Is Talent Management All Talk?

New post from Don Taylor on talent management

What is Talent Management?

I like Don’s definition –

“Talent Management is making capability match commitments”

– and it got me thinking about this subject.  I used to sell talent management solutions and it is definitely HOT.  Everyone is interested in talent management – but when you finish describing what it takes to do it – they get cold feet.

The initial pitch on talent management is usualy to Sr. Level HR team – of course this make sense because it is their domain.  But TM quickly gets hard.  If an organization  is really going to have a strong TM ethic – there will be consequences.

To guage talent you need  goals and objectives.  To be effective G&O must be aligned top to bottom.  Of course you will have to measure performance against these cascading goals and objectives.  To get employees to pay attention to all of this something obvious must be at stake (pay, glory, promotion, etc.).  Most like the idea of TM, but may be less comfortable when it gets down to pay-for-performance.

Reminds me of a meeting I had with a Global 100 company on this subject.  There had to be 20 HR people in the room, and I had a team of about four.  We started in on the TM pitch and everyone was fine, aligned goals were OK, performance evaluations sound good, development plans, great, succession planning, excellent.  But then we mentioned pay-for performance.

All of a sudden they were all just looking down at the table.

Some (many)  companies just don’t want that level of individual accountability in the  organization.  It isn’t that the CEO doesn’t want it.  But the employees don’t.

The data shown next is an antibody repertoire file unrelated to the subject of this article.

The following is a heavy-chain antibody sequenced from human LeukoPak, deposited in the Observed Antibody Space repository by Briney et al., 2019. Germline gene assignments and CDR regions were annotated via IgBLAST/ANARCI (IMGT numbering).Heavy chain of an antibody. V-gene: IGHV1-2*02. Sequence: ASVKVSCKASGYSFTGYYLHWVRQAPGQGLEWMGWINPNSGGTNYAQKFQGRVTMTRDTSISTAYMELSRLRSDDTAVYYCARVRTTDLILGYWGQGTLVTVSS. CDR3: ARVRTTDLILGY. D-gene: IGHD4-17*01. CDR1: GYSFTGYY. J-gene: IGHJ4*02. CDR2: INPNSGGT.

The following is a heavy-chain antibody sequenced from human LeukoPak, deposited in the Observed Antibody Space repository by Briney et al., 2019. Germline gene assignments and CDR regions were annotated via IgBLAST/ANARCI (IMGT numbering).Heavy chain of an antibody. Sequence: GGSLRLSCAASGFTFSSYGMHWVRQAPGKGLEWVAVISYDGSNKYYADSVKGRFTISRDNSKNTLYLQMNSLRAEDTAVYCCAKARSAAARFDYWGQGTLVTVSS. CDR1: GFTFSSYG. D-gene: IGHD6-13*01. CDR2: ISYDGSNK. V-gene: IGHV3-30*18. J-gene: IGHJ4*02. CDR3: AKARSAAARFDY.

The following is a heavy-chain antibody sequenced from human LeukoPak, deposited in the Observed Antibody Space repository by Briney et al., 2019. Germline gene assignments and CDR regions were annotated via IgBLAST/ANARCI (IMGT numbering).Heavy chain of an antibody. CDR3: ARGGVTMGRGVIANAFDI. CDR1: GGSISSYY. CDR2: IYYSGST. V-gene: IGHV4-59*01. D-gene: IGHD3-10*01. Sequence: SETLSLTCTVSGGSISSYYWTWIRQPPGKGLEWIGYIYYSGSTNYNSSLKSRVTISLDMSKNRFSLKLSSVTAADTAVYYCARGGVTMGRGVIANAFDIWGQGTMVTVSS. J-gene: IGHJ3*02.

“hey, we got a nice thing going here – don’t screw it up!”

And in such an organization TM will fail absent a heavy, sustained push from top management.  But, if you don’t get all the way down to differential performance reviews and pay-for-performance – then you won’t get TM done.

Going back to Don’s defitnition “PM is making capability match commitments” I think there is an implied discipline in the word “making”.  Making is an assertive word, and it means that you will not just *encourage* capability to match commitment – but you will force it.  Force will be used.  People will be held accountable.  Some will fail – and that is OK.

Telling this story reminds me of one more thing related to TM.  The “Afraid to Fire” syndrome.  But I guess that belongs in another post.


2 Responses to Is Talent Management All Talk?

  1. […] Tom O’Brien noted that there is a focus on action in the word Making. He’s right. Talent Management is not something that will happen by itself. It needs coherent, focused effort in three areas: […]

  2. Basanta Raj Sigdel says:

    I do agree with Don Tayler. Talent Managmenet must begin with the objective assessment of human potential of the organizational members and the performance parameter with clear cut goals and objectives. Any management that is reluctant to identify what their people can do and, only focuses on the end results, is far from the basic philosophy of Human Capital Management and Talent Managment. Therefore, a strategic perspective is required in applying TM in a particular organization. Organizational assessment is needed to unveil the potential of Human Resources and training may prove beneficial in making capability match commitments.

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